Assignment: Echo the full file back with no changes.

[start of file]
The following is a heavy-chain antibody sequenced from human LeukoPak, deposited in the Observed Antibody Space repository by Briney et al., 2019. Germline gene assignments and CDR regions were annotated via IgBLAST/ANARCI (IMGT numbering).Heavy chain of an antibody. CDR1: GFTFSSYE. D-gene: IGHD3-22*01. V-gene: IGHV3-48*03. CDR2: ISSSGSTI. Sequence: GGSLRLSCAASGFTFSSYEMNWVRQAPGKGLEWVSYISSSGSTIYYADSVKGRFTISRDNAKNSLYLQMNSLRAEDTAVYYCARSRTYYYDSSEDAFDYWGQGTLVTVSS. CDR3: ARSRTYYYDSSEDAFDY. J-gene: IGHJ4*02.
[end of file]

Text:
The following is a heavy-chain antibody sequenced from human LeukoPak, deposited in the Observed Antibody Space repository by Briney et al., 2019. Germline gene assignments and CDR regions were annotated via IgBLAST/ANARCI (IMGT numbering).Heavy chain of an antibody. CDR1: GFTFSSYE. D-gene: IGHD3-22*01. V-gene: IGHV3-48*03. CDR2: ISSSGSTI. Sequence: GGSLRLSCAASGFTFSSYEMNWVRQAPGKGLEWVSYISSSGSTIYYADSVKGRFTISRDNAKNSLYLQMNSLRAEDTAVYYCARSRTYYYDSSEDAFDYWGQGTLVTVSS. CDR3: ARSRTYYYDSSEDAFDY. J-gene: IGHJ4*02.